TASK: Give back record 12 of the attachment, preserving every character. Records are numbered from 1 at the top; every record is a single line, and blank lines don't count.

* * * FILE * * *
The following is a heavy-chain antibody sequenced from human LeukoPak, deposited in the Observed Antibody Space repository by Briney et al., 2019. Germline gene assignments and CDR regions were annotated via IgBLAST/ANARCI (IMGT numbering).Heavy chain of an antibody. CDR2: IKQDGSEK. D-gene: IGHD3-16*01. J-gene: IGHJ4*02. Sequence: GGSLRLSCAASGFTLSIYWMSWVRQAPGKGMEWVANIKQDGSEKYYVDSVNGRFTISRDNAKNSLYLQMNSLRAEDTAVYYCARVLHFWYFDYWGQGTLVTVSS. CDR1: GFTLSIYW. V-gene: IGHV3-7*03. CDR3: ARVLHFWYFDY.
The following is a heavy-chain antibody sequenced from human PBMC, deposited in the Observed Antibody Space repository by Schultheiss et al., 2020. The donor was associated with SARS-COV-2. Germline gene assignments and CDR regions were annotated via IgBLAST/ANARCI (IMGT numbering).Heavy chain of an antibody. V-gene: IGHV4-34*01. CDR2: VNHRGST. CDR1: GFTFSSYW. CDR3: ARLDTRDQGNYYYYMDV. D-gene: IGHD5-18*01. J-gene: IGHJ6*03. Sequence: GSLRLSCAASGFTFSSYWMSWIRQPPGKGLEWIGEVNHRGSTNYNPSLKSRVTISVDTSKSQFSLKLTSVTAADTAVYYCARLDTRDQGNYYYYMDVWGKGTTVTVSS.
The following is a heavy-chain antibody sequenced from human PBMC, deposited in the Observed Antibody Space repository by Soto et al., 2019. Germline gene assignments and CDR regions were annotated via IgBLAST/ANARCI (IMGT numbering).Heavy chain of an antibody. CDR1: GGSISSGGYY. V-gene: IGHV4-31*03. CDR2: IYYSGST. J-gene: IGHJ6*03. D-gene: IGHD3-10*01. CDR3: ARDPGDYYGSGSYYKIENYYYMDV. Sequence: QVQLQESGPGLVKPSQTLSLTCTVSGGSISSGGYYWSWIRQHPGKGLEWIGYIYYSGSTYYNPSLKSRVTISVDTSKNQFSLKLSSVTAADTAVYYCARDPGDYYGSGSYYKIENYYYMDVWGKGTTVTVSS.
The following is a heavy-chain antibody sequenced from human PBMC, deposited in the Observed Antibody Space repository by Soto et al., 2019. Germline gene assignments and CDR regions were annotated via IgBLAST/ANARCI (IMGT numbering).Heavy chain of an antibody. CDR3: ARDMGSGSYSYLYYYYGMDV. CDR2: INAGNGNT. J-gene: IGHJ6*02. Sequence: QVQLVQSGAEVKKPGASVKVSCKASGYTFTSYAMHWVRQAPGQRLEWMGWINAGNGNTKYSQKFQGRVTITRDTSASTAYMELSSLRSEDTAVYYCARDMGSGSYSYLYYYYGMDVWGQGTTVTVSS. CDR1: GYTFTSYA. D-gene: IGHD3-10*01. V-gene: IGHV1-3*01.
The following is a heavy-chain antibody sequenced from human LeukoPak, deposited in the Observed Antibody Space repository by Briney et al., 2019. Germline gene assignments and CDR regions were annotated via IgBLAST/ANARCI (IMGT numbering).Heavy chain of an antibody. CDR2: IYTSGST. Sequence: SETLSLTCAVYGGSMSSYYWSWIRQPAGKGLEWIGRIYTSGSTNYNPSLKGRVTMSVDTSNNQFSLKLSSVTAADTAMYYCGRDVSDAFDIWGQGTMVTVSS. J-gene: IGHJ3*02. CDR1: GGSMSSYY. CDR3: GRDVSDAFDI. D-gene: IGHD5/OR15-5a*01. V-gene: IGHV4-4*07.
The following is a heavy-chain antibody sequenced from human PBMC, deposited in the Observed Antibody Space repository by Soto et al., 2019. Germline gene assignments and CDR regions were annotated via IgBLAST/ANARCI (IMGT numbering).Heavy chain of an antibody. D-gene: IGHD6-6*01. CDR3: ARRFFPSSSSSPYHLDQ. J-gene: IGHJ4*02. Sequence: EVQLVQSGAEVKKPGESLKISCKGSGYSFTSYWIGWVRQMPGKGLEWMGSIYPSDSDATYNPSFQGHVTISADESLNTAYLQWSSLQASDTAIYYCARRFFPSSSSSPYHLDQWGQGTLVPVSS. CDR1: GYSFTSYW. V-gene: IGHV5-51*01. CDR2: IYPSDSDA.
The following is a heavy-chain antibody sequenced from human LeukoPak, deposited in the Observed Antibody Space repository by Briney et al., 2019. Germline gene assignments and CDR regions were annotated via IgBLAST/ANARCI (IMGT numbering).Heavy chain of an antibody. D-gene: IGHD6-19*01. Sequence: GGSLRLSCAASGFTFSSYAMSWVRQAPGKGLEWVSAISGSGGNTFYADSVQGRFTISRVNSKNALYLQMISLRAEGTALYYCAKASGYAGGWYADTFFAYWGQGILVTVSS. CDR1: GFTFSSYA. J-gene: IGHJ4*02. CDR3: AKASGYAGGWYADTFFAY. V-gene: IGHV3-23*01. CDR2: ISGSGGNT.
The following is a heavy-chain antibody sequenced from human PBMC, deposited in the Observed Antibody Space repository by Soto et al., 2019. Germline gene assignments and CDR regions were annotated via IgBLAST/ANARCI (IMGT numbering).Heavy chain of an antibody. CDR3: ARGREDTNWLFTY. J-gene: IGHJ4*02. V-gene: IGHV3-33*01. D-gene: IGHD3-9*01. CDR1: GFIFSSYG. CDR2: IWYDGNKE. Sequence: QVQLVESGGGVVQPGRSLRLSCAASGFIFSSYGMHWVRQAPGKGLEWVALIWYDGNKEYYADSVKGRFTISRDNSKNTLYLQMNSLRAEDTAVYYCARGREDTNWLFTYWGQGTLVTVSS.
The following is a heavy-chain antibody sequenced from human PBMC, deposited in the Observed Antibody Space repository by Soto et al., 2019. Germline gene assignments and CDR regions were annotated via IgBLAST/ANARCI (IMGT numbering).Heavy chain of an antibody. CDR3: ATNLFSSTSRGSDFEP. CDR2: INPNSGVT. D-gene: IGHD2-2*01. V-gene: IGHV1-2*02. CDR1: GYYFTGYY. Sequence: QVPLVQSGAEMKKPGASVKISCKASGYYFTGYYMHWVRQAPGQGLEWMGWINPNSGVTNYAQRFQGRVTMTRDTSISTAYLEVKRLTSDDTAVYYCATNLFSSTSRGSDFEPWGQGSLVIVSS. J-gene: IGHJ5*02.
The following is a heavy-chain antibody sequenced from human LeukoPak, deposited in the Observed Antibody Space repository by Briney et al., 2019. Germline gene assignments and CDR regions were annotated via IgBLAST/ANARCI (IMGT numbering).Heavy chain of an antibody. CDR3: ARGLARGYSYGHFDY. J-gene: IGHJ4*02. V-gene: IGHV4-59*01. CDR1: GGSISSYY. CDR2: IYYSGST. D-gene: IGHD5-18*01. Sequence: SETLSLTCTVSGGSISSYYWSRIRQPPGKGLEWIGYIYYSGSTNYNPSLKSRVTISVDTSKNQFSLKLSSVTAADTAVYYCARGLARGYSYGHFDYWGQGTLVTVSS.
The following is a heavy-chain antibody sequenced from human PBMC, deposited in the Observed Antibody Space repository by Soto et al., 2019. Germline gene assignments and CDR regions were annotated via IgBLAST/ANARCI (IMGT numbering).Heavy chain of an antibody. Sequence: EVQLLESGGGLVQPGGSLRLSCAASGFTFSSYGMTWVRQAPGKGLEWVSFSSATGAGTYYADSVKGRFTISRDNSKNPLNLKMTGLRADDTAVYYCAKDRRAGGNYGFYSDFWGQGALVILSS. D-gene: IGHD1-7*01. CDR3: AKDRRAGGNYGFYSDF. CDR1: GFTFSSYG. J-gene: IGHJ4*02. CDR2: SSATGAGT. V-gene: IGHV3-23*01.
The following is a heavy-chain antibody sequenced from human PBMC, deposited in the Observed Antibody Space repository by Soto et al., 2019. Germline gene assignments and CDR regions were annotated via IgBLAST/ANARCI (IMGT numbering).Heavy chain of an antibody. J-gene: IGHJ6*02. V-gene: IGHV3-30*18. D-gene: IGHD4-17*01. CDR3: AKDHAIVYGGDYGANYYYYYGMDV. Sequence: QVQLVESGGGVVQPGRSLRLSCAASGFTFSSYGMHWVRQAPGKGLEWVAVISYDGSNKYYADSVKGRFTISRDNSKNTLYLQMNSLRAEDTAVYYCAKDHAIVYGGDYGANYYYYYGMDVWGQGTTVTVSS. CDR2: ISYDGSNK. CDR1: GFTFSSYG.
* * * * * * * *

The following is a heavy-chain antibody sequenced from human PBMC, deposited in the Observed Antibody Space repository by Soto et al., 2019. Germline gene assignments and CDR regions were annotated via IgBLAST/ANARCI (IMGT numbering).Heavy chain of an antibody. J-gene: IGHJ6*02. V-gene: IGHV3-30*18. D-gene: IGHD4-17*01. CDR3: AKDHAIVYGGDYGANYYYYYGMDV. Sequence: QVQLVESGGGVVQPGRSLRLSCAASGFTFSSYGMHWVRQAPGKGLEWVAVISYDGSNKYYADSVKGRFTISRDNSKNTLYLQMNSLRAEDTAVYYCAKDHAIVYGGDYGANYYYYYGMDVWGQGTTVTVSS. CDR2: ISYDGSNK. CDR1: GFTFSSYG.